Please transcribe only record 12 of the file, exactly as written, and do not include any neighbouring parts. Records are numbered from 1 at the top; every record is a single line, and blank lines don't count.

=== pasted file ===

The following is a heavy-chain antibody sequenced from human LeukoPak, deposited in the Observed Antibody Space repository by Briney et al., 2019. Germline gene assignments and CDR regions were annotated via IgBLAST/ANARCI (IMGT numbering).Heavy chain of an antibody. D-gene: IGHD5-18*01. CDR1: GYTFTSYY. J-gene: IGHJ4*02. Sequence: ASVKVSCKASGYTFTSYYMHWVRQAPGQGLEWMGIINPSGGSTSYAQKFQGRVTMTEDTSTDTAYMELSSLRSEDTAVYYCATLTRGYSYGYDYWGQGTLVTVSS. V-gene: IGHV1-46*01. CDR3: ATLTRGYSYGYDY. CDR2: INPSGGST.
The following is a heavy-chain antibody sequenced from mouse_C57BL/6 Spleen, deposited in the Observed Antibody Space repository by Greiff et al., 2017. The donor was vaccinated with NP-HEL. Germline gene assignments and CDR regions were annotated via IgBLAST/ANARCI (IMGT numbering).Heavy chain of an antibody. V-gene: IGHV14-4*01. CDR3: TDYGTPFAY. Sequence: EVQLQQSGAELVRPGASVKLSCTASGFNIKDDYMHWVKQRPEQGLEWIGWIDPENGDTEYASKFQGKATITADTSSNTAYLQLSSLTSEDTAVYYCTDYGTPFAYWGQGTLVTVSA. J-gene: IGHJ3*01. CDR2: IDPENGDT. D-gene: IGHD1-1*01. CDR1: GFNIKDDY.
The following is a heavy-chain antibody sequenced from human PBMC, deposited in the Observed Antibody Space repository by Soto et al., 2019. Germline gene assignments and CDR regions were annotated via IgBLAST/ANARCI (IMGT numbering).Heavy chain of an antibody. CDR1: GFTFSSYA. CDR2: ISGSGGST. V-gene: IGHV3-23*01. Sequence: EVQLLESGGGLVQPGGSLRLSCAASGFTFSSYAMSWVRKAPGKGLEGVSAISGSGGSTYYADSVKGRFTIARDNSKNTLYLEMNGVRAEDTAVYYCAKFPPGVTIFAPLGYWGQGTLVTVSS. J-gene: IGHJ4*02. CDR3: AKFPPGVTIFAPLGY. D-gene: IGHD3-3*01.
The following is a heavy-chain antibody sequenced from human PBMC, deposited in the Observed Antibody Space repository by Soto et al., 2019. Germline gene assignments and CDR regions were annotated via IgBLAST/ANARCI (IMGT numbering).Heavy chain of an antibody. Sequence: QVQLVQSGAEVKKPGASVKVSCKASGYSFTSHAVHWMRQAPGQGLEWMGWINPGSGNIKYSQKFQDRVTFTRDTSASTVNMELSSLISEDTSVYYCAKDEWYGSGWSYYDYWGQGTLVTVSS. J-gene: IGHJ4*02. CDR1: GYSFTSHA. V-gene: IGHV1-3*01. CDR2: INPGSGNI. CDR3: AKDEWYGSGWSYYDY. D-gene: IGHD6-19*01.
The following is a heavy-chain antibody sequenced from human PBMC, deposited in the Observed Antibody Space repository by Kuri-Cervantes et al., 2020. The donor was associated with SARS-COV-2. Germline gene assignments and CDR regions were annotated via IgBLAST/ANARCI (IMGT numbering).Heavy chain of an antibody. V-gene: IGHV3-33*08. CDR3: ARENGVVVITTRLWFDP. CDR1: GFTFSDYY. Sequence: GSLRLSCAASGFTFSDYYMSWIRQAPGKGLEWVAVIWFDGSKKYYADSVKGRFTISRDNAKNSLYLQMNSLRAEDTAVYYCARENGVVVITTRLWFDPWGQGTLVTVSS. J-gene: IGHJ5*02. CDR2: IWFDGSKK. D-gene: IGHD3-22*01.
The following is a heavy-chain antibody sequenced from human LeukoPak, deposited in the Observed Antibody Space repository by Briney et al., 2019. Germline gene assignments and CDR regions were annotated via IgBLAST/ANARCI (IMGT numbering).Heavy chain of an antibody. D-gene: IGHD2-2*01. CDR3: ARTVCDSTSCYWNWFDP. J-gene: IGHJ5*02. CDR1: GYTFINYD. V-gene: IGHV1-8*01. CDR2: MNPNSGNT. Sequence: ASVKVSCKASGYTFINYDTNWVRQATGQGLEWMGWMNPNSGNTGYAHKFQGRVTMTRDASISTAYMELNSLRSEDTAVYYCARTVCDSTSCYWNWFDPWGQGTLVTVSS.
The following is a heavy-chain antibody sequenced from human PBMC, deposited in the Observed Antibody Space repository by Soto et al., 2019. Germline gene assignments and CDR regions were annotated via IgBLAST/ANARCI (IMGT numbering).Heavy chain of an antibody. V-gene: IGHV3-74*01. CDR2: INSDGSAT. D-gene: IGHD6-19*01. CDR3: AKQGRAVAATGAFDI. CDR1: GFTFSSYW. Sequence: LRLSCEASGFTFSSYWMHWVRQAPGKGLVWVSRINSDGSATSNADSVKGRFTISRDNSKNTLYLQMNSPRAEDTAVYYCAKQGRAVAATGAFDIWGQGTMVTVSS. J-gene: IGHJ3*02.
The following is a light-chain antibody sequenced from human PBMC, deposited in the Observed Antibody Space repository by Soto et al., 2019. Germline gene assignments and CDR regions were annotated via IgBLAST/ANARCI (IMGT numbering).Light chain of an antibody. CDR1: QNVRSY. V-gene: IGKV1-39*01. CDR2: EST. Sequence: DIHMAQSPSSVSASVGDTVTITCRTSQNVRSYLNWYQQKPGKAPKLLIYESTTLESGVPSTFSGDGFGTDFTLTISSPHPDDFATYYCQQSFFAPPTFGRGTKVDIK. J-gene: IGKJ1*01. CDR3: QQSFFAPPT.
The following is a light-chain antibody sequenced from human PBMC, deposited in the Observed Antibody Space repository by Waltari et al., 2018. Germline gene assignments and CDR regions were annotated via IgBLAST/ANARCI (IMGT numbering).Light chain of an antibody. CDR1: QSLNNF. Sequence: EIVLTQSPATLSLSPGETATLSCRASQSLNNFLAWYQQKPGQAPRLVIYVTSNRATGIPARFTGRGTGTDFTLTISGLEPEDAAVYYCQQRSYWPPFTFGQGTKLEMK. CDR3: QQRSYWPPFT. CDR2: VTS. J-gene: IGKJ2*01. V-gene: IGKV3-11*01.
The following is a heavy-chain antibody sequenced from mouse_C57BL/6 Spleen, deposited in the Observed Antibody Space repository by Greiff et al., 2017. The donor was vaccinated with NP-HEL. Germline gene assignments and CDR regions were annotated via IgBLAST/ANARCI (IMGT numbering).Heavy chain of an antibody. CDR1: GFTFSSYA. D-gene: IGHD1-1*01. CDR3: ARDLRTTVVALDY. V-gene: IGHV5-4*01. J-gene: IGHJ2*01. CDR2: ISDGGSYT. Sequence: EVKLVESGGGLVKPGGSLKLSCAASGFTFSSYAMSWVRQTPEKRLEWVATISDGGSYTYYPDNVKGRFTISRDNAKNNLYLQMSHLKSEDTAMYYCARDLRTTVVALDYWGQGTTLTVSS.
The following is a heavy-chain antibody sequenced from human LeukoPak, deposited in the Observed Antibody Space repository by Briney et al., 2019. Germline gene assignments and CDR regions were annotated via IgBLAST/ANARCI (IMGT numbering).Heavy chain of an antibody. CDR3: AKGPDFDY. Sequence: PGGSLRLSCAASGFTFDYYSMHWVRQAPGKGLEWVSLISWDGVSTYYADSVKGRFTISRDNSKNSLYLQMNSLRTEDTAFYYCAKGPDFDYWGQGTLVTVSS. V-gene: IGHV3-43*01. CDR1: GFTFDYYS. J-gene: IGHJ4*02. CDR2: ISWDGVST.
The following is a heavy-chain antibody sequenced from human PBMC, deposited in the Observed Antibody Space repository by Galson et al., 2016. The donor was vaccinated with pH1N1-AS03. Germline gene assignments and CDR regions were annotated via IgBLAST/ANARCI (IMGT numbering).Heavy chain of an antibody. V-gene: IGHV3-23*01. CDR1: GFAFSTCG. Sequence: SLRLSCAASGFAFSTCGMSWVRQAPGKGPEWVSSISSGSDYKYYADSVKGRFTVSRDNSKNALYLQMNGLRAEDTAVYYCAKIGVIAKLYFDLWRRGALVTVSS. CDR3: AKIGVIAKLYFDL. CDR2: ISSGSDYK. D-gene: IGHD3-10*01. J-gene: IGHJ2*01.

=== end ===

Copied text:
The following is a heavy-chain antibody sequenced from human PBMC, deposited in the Observed Antibody Space repository by Galson et al., 2016. The donor was vaccinated with pH1N1-AS03. Germline gene assignments and CDR regions were annotated via IgBLAST/ANARCI (IMGT numbering).Heavy chain of an antibody. V-gene: IGHV3-23*01. CDR1: GFAFSTCG. Sequence: SLRLSCAASGFAFSTCGMSWVRQAPGKGPEWVSSISSGSDYKYYADSVKGRFTVSRDNSKNALYLQMNGLRAEDTAVYYCAKIGVIAKLYFDLWRRGALVTVSS. CDR3: AKIGVIAKLYFDL. CDR2: ISSGSDYK. D-gene: IGHD3-10*01. J-gene: IGHJ2*01.